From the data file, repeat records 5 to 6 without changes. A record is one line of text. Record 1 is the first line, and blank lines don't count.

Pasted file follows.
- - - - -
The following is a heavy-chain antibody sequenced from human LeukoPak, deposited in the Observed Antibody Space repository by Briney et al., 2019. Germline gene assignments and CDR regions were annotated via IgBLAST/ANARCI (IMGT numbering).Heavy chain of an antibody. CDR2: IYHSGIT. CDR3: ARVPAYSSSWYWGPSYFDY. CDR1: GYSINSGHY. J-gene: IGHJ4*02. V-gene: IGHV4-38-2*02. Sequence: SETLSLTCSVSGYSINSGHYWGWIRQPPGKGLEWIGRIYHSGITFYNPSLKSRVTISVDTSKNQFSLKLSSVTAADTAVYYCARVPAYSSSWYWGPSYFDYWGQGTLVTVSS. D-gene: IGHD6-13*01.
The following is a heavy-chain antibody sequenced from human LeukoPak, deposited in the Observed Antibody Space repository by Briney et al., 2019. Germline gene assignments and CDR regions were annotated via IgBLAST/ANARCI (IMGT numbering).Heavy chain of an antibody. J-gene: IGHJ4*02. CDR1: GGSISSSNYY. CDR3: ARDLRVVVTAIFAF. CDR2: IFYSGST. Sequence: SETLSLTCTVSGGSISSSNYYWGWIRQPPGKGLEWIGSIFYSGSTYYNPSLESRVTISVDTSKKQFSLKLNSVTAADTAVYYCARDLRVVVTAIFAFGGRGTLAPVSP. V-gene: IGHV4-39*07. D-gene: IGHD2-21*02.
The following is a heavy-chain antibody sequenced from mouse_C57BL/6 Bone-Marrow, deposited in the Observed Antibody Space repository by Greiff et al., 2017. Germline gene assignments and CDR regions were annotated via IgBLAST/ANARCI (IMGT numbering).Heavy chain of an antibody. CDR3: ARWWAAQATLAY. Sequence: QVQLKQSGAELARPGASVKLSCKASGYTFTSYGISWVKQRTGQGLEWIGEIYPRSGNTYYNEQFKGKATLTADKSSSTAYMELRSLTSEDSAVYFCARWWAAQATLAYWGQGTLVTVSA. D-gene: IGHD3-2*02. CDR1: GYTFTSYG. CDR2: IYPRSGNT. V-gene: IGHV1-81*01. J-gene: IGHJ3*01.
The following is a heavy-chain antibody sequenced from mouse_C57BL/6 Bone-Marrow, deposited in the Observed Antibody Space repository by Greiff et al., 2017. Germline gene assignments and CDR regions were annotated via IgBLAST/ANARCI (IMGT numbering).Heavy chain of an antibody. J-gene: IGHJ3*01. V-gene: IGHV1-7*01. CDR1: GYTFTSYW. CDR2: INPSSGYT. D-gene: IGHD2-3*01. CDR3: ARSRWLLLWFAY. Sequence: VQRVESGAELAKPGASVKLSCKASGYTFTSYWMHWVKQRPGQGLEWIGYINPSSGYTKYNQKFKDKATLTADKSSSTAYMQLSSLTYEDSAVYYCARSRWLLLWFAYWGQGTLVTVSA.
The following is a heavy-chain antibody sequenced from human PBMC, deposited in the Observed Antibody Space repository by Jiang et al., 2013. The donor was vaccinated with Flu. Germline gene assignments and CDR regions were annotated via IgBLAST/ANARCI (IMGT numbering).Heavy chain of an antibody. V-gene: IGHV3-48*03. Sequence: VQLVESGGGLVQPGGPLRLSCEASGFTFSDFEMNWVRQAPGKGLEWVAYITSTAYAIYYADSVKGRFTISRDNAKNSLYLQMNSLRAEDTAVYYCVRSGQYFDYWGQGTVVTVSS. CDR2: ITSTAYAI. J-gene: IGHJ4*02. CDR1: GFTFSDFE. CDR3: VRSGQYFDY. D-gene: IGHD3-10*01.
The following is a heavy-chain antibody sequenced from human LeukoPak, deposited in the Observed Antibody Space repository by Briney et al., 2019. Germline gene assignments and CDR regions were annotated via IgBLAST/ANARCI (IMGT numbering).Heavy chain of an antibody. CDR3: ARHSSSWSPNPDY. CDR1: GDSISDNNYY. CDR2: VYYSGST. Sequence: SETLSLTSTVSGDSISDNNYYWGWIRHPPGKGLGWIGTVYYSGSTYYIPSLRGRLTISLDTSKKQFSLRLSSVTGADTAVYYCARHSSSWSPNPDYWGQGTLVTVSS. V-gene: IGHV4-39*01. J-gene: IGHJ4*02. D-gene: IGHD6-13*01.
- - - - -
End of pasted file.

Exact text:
The following is a heavy-chain antibody sequenced from human PBMC, deposited in the Observed Antibody Space repository by Jiang et al., 2013. The donor was vaccinated with Flu. Germline gene assignments and CDR regions were annotated via IgBLAST/ANARCI (IMGT numbering).Heavy chain of an antibody. V-gene: IGHV3-48*03. Sequence: VQLVESGGGLVQPGGPLRLSCEASGFTFSDFEMNWVRQAPGKGLEWVAYITSTAYAIYYADSVKGRFTISRDNAKNSLYLQMNSLRAEDTAVYYCVRSGQYFDYWGQGTVVTVSS. CDR2: ITSTAYAI. J-gene: IGHJ4*02. CDR1: GFTFSDFE. CDR3: VRSGQYFDY. D-gene: IGHD3-10*01.
The following is a heavy-chain antibody sequenced from human LeukoPak, deposited in the Observed Antibody Space repository by Briney et al., 2019. Germline gene assignments and CDR regions were annotated via IgBLAST/ANARCI (IMGT numbering).Heavy chain of an antibody. CDR3: ARHSSSWSPNPDY. CDR1: GDSISDNNYY. CDR2: VYYSGST. Sequence: SETLSLTSTVSGDSISDNNYYWGWIRHPPGKGLGWIGTVYYSGSTYYIPSLRGRLTISLDTSKKQFSLRLSSVTGADTAVYYCARHSSSWSPNPDYWGQGTLVTVSS. V-gene: IGHV4-39*01. J-gene: IGHJ4*02. D-gene: IGHD6-13*01.